After 27 years apart, counter-cultural icons Richard "Cheech" Marin and Tommy Chong finally reunited in 2008 to embark on a "Light Up America" comedy tour that has drawn rave reviews and sold out city after city.
These sultans of stoner humor who immortalized Maui wowie in the hit film "Up in Smoke," would naturally have to bring their show to our island.
And thus it came to pass that both Cheech and Chong, calling from separate locations, in between riffing and cracking each other up, talked with The Maui News about their successful reunion, future plans and past exploits including how they came to create their most successful comic routine.
Tommy Chong (left) and Richard “Cheech” Marin
"It was nice, everybody was glad to see us," says Tommy about their reunion. "It was like being reunited with your twin."
"Tommy and I both dug each other's sense of humor," adds Cheech. "We came from really different backgrounds and the things we felt were funny were a lot the same. You don't have too many people with the same wide-ranging sense of humor."
Were they apprehensive at all about how audiences would respond after so many years apart?
* Cheech and Chong bring their "Light Up America" show to the Maui Arts & Cultural Center's Castle Theater at 7:30 p.m. Friday. Shelby Chong opens. Tickets are $59.50 plus applicable fees, available at the MACC box office, 242-7469 or www.mauiarts.org.
"Not at all, there was such a cry for us," says Cheech. "There wasn't a day that would go by when you'd walk out and somebody would be, 'Hey, you going to make another movie? Are you going to get back together?' It never went away."
"Yeah," Tommy concurs, "'Hey, where's your better half, where's the other guy?' I like this one, 'Hey Cheech, Cheech.' I got that yesterday."
Ask what they're enjoying most about their re-teaming and in unison they respond, "the money."
The duo have nicknamed their tour, which has so far included stops in Canada and Australia, the "felimony" tour, referring to Cheech's divorce and Chong's 2003 arrest and nine-month jail term for bong distribution.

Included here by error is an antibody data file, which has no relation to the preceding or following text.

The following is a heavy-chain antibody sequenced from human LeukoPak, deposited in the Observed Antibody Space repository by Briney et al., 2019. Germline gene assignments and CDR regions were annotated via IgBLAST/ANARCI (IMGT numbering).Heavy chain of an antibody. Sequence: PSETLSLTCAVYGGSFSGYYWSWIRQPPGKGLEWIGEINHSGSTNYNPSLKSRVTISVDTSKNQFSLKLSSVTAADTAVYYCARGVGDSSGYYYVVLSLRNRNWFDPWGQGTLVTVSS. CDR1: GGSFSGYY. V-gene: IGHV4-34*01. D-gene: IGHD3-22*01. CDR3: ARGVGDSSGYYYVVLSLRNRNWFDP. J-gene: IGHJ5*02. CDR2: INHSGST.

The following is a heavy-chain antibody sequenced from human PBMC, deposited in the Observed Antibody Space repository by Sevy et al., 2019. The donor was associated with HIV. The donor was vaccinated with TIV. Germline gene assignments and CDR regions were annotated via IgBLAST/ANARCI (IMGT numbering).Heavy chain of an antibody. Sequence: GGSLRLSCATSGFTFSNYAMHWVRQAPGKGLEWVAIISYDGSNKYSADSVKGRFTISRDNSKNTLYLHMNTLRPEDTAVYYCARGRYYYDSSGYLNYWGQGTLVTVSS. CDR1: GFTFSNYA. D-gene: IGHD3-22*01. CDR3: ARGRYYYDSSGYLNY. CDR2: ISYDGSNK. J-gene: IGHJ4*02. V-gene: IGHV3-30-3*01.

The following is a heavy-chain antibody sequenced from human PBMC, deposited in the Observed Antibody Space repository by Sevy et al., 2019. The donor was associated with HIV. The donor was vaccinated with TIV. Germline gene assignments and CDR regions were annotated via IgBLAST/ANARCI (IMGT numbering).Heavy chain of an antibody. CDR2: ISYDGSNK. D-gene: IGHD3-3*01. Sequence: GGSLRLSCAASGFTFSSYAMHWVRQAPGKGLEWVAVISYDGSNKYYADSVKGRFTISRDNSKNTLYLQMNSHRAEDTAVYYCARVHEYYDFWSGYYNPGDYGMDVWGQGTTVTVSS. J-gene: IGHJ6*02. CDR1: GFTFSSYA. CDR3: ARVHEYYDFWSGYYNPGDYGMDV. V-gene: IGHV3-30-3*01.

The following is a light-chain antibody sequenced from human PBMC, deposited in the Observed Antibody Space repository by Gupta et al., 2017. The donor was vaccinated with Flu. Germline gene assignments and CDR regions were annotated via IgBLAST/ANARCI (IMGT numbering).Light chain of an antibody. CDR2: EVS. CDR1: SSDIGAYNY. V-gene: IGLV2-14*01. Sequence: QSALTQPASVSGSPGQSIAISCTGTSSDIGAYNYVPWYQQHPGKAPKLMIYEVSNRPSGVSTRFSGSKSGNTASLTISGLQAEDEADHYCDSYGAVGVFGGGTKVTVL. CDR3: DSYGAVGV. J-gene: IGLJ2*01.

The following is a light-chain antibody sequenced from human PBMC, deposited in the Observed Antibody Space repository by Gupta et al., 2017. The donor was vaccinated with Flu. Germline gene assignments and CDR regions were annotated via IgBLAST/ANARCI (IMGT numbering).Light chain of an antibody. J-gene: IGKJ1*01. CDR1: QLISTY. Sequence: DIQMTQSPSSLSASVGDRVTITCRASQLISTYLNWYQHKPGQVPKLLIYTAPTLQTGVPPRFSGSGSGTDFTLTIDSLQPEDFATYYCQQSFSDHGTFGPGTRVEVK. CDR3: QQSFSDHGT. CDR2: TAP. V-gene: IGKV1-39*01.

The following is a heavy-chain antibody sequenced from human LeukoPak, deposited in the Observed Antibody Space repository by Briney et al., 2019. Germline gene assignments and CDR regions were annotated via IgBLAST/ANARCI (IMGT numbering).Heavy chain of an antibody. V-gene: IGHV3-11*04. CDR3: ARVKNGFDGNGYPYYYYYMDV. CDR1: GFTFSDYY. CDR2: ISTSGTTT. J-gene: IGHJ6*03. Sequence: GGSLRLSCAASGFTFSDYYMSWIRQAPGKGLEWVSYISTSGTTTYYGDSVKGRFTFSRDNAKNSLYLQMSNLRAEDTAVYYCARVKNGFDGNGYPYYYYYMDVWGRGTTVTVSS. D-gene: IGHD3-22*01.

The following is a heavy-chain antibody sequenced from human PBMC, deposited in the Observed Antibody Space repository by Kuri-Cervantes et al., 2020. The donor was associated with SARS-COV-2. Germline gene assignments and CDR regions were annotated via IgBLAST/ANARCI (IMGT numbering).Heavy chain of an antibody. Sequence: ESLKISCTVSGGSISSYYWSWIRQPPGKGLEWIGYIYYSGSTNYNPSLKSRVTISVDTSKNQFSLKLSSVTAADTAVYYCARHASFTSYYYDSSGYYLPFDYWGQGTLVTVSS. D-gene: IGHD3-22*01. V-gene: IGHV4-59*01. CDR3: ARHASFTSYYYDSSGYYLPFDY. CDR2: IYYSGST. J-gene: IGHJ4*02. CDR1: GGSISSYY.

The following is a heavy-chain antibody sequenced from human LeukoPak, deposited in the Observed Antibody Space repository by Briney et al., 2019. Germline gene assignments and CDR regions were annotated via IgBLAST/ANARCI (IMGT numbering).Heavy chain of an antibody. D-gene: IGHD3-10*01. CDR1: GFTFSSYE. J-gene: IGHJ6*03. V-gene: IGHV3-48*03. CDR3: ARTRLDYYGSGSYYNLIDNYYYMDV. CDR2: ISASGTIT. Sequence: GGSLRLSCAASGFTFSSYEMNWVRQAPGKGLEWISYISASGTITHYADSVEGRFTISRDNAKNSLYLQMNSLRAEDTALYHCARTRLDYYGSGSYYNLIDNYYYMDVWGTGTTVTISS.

Tommy was pilloried as part of the Bush administration's $12 million drug-paraphernalia sting operation, "Operation Pipe Dreams," targeted he believes because of his celebrity status. As detailed in the award-winning documentary, "a/k/a Tommy Chong," it appears he was a victim of DEA entrapment.
"Not even Cheech and Chong in their most paranoid cheebah nightmare from '78 could've imagined that a quarter-century later, the feds would spend some $12 million on Operation Pipe Dreams, an anti-bong escapade that would culminate in the SWAT team-style apprehension and swift imprisonment of the comic stoner duo's mellower half," noted a Village Voice review.
"When they raided my house, I thought they were looking for dope," Tommy reports in the doc. "When the DEA agent said, 'Do you have any narcotics in the house?' 'Of course, I'm Tommy Chong, man.' " And later in the film, "I'm in here because I made a stupid joke that bongs are the only weapon of mass destruction that the Bush administration had found."
Tommy makes reference to the bust and imprisonment in the duo's new show.
"But my wife does more than me," he notes. "My gorgeous wife (Shelby Chong) opens the show, she's a featured act. She runs through the bust and how she had an affair with Cheech while I was in prison."
"It wasn't really an affair as much as community service," Cheech jokes.
"Yeah, he was watching my back," Tommy riffs back. "There was a time when I was in jail when I kind envisioned these moments (touring) coming, but they're sweeter than I could have ever imagined them to be."
"The nicest part is when people come up after the show, 'Thank you for getting back together,' " adds Cheech. "This thing is really bigger than both of us."
Tommy: "You know something is going on when pilots of the airplane that you flew on have to have a picture with you. The pilots, 'Hey man, I've been your biggest fan.' Oh, how much dope is this pilot smoking?"